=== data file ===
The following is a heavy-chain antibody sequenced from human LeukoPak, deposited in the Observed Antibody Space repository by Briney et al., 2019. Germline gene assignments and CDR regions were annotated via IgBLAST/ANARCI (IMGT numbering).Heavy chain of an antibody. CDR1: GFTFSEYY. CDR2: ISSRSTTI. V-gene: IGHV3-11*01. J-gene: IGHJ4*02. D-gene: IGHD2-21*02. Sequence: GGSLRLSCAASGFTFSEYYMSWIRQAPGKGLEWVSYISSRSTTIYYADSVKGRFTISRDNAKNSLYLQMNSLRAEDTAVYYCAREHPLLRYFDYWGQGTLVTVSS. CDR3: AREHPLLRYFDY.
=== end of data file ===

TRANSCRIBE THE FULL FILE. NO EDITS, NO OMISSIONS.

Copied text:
The following is a heavy-chain antibody sequenced from human LeukoPak, deposited in the Observed Antibody Space repository by Briney et al., 2019. Germline gene assignments and CDR regions were annotated via IgBLAST/ANARCI (IMGT numbering).Heavy chain of an antibody. CDR1: GFTFSEYY. CDR2: ISSRSTTI. V-gene: IGHV3-11*01. J-gene: IGHJ4*02. D-gene: IGHD2-21*02. Sequence: GGSLRLSCAASGFTFSEYYMSWIRQAPGKGLEWVSYISSRSTTIYYADSVKGRFTISRDNAKNSLYLQMNSLRAEDTAVYYCAREHPLLRYFDYWGQGTLVTVSS. CDR3: AREHPLLRYFDY.